i) Mann's Chinese Theatre (6925) was built in 1927 to resemble a Buddhist Temple and is famous for the concrete imprints of 150 movie stars, from John Wayne, Judy Garland, and Jimmy Durante (his nose!) to Arnold Schwarzanegger, Steven Spielberg, Tom Cruise, and Jim Carrey.

j) Kodak Theatre was built in 2001 to be the permanent home of the Academy Awards


k) Hollywood and Highland is a new shopping complex
28. Returning to your car, continue west on Hollywood Blvd and turn left on La Brea Avenue.
29. Turn right on Sunset Boulevard and you'll be on one of L.A.'s most famous streets.

30. Observe (and optional stops) along Sunset Boulevard:

a. At 7300 is Guitar Center with various rock stars' handprints in cement. Started in 1985, it obviously took the idea from the Chinese theatre one block up, but this and the display of music memorabilia make it an interesting stop for rock fans.

b. The Sunset Strip starts at Crescent Heights Boulevard. The Strip is a lively stretch of Sunset Boulevard in West Hollywood where several nightclubs have launched the careers of many famous musicians and entertainers.

c. Just past Crescent Heights on the right side is the castle-like Chateau Marmont Hotel (8221), with countless celebrities as past guests, including Greta Garbo, Howard Hughes, and John Belushi (he died there of a drug overdose in (1982).


  1. Once you reach West Hollywood you’ll see several billboards that are gigantic, provocative, or

strange. Look for one of Angelyne, a woman famous for nothing except the billboards displaying her big chest.

e. At 8433 (right side) is The Comedy Store, where David Letterman, Robin Williams, and Roseanne all performed before they were household names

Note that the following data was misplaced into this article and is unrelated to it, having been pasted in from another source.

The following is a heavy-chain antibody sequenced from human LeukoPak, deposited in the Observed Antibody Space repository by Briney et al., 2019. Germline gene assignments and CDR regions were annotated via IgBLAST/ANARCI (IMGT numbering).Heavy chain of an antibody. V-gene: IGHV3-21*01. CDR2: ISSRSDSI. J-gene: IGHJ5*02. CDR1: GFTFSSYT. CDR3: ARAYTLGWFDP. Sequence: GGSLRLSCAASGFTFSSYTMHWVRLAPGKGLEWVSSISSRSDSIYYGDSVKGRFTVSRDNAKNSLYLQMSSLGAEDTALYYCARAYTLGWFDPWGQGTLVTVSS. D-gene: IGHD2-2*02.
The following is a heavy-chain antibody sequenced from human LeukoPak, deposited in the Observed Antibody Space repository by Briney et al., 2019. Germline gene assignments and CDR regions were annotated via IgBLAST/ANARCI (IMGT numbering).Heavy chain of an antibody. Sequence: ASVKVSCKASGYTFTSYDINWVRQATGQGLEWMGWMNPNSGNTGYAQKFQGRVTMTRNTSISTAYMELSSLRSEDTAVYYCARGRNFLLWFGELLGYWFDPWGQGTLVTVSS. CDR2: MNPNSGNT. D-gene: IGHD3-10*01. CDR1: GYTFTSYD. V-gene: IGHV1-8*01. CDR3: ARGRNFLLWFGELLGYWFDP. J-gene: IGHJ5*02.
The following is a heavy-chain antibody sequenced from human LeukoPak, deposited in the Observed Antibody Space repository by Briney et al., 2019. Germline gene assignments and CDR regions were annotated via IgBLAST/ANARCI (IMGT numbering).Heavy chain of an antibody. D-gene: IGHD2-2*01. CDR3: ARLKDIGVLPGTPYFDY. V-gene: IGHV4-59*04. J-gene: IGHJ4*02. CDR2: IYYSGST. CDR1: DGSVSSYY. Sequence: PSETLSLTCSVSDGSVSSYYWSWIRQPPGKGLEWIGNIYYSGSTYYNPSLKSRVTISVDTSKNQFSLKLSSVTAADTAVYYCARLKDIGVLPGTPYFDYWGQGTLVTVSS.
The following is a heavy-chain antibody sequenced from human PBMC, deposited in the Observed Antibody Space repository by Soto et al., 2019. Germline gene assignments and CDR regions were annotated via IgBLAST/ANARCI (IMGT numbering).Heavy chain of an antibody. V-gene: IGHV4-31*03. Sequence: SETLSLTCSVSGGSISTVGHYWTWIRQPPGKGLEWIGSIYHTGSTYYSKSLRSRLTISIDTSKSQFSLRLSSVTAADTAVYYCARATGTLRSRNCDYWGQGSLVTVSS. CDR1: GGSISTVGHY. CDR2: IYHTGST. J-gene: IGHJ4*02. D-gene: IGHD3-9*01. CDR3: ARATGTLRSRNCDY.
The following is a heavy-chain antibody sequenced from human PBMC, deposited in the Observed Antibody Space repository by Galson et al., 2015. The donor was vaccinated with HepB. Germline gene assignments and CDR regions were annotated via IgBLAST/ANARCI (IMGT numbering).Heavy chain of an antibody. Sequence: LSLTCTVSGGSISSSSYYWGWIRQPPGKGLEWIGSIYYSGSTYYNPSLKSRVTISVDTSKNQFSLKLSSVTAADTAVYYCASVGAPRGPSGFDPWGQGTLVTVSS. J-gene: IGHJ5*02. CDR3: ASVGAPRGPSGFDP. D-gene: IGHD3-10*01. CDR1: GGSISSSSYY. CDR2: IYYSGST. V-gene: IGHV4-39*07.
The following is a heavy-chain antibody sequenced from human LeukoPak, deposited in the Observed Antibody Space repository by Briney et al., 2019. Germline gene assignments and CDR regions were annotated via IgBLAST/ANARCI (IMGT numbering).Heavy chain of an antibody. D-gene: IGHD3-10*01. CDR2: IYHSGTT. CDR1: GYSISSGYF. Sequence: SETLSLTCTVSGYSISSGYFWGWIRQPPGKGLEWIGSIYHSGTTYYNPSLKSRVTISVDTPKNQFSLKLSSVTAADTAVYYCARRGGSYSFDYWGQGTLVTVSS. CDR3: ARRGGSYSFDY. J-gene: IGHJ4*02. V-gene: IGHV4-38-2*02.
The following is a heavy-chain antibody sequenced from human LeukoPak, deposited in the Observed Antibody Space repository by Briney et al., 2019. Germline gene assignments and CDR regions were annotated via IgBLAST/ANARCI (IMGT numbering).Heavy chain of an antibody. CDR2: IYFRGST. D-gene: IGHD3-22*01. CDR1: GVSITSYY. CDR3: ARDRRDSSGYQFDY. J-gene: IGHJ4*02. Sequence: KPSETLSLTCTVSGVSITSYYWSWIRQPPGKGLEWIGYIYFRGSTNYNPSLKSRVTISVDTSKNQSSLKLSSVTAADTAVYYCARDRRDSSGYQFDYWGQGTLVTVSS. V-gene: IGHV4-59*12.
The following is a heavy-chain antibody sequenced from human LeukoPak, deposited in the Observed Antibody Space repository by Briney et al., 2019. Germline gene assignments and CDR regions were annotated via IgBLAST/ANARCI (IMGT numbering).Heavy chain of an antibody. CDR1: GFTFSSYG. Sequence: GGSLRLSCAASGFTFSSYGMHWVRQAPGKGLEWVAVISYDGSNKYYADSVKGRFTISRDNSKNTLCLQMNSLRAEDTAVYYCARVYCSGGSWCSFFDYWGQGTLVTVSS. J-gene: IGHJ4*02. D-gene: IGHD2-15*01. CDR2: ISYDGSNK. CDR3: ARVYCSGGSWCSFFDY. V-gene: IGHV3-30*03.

f. Across the street at 8430 (left side) is House of Blues, one of the newer live-music venues, jointly owned by Dan Aykroyd (one of the Blues Brothers himself) and Harvard University! The building looks like a big shack.

g. At 8852 (left side) is The Viper Room, nightclub owned by actor Johnny Depp and where River Phoenix dropped dead in 1993 from drug-related complications.

h. The Whiskey at 8901 (right side) opened in 1963 and was the first rock music club on the West Coast. It's where the Doors and Van Halen got their start.

i. The Roxy at 9001 (right side) has been another venue for major music stars. Get in the left lane if you're not there already.


33. After the Roxy, turn left on Doheny.
34. At Santa Monica Blvd, turn left on Melrose. (it diverges from Santa Monica at this intersection)
35. Continue on Melrose past San Vicente and notice the Pacific Design Center (8687 Melrose), nicknamed the "Blue Whale" for good reason. Built in 1975, it houses 200 showrooms exhibiting and selling everything related to interior design (rugs, lamps, furniture,...). Free one-hour tour weekdays at 10 am.
36. Pass La Cienega and Fairfax and you're in one of the most avant-garde shopping areas of L.A.

Stop #4 - Melrose Avenue